Group III metabotropic glutamate receptors (mGluR4,7,8) are widely distributed in the basal ganglia. Injection of group III mGluR agonists into the striatopallidal complex alleviates parkinsonian symptoms in 6-hydroxydopamine-treated rats. In vitro rodent studies have suggested that this may be partly due to modulation of synaptic transmission at striatopallidal and corticostriatal synapses through mGluR4 activation. However, the in vivo electrophysiological effects of group III mGluRs activation upon basal ganglia neurons activity in nonhuman primates remain unknown. Thus, in order to examine the anatomical substrates and physiological effects of group III mGluRs activation upon striatal and pallidal neurons in monkeys, we used electron microscopy immunohistochemistry to localize mGluR4, combined with local administration of the group III mGluR agonist L-AP4, or the mGluR4 positive allosteric modulator VU0155041, to assess the effects of group III mGluR activation on the firing rate and pattern of striatal and pallidal neurons in 1-methyl-4-phenyl-1,2,3,6-tetrahydropyridine (MPTP)-treated parkinsonian monkeys.
At the ultrastructural level, striatal mGluR4 immunoreactivity was localized in pre- (60%) and post-synaptic (30%) elements, while in the GPe, mGluR4 was mainly expressed pre-synaptically (90%). In the putamen, terminals expressing mGluR4 were evenly split between putative excitatory and inhibitory terminals, while in the GPe, most labeled terminals displayed the ultrastructural features of striatal-like inhibitory terminals, though putative excitatory boutons were also labeled. No significant difference was found between normal and parkinsonian monkeys. Extracellular recordings in awake MPTP-treated monkeys revealed that local microinjections of small volumes of L-AP4 resulted in increased firing rates in one half of striatal cells and one third of pallidal cells, while a significant number of neurons in both structures showed either opposite effects, or did not display any significant rate changes following L-AP4 application. VU0155041 administration had little effect on firing rates. Both compounds also had subtle effects on bursting and oscillatory properties, acting to increase the irregularity of firing. The occurrence of pauses in firing was reduced in the majority (80%) of GPe neurons after L-AP4 injection. Our findings indicate that glutamate can mediate multifarious physiological effects upon striatal and pallidal neurons through activation of pre-synaptic group III mGluRs at inhibitory and excitatory synapses in parkinsonian monkeys.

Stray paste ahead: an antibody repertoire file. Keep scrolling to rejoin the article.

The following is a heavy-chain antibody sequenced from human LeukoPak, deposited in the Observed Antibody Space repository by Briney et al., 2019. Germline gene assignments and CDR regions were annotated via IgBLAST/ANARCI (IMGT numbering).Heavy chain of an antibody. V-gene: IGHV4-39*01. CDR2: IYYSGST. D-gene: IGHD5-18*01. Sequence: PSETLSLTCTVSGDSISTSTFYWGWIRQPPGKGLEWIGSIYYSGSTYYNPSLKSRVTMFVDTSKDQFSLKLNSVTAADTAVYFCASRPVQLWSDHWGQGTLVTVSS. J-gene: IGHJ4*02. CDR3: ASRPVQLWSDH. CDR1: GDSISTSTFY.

This article is part of a Special Issue entitled ‘Metabotropic Glutamate Receptors’.